Chernobyl: German mushrooms are still radioactive, three decades on
Daniel Harries
An abandoned carousel in Pripyat close to the Chernobyl nuclear plant. /AP/Efrem Lukatsky

An abandoned carousel in Pripyat close to the Chernobyl nuclear plant. /AP/Efrem Lukatsky


Around 95 percent of wild mushroom samples collected in Germany in the past six years still showed radioactive contamination from the 1986 Chernobyl nuclear disaster, albeit not above legal limits, according to the German food safety regulator.

Elevated concentrations of caesium-137 and caesium-134 isotopes bearing the characteristic signature of the Chernobyl blast were found especially in southern Germany, the federal office for consumer protection and food safety (BVL) said.

However, none of the 74 samples tested exceeded the legal limit of 600 becquerels of radiation per kilogram.



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The Chernobyl reactor, located in what is now Ukraine, spewed tons of nuclear waste into the atmosphere, spreading radioactivity across swathes of the continent and causing a spike in cancers in the more immediate region.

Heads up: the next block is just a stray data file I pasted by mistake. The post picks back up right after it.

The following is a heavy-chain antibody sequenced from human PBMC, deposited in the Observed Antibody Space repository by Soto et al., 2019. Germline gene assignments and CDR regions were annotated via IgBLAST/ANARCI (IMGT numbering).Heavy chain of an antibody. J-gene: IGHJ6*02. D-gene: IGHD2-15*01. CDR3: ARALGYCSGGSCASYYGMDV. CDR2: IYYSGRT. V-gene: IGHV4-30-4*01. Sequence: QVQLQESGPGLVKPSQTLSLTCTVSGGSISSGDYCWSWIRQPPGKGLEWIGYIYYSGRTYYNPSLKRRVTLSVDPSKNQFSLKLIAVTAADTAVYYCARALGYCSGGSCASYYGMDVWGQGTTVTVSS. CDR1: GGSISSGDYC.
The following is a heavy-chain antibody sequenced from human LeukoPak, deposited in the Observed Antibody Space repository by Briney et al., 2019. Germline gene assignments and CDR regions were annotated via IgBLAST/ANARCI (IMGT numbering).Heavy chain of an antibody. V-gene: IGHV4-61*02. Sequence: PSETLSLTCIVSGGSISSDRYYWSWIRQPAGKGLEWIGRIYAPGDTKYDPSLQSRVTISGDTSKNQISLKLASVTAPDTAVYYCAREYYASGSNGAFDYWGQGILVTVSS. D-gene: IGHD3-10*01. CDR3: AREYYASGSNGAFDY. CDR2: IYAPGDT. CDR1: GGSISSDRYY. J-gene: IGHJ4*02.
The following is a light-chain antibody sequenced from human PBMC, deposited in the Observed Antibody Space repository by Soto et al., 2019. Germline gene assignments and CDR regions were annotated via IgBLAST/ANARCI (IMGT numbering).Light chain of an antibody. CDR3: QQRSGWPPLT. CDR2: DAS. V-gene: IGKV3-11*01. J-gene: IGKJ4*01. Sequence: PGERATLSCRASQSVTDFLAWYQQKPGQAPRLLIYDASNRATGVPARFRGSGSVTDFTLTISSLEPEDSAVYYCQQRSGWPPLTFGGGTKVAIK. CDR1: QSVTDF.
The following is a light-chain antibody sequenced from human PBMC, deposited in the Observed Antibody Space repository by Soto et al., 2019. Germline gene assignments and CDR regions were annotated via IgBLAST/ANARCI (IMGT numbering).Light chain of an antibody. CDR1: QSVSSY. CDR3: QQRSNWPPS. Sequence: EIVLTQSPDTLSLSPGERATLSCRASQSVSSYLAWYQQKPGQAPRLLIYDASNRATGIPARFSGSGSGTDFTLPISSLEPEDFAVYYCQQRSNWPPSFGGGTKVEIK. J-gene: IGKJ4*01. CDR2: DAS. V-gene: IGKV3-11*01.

The BVL said the radioactive material lingered in forests because their ecosystems recycled nutrients so efficiently, meaning that wild mushrooms will show contamination for much longer than other agricultural products.

Concern over the long-term impact of nuclear disasters led to Germany's decision, shortly after the accident at Japan's Fukushima plant in 2011, to abandon it altogether as an energy source.

Source(s): Reuters

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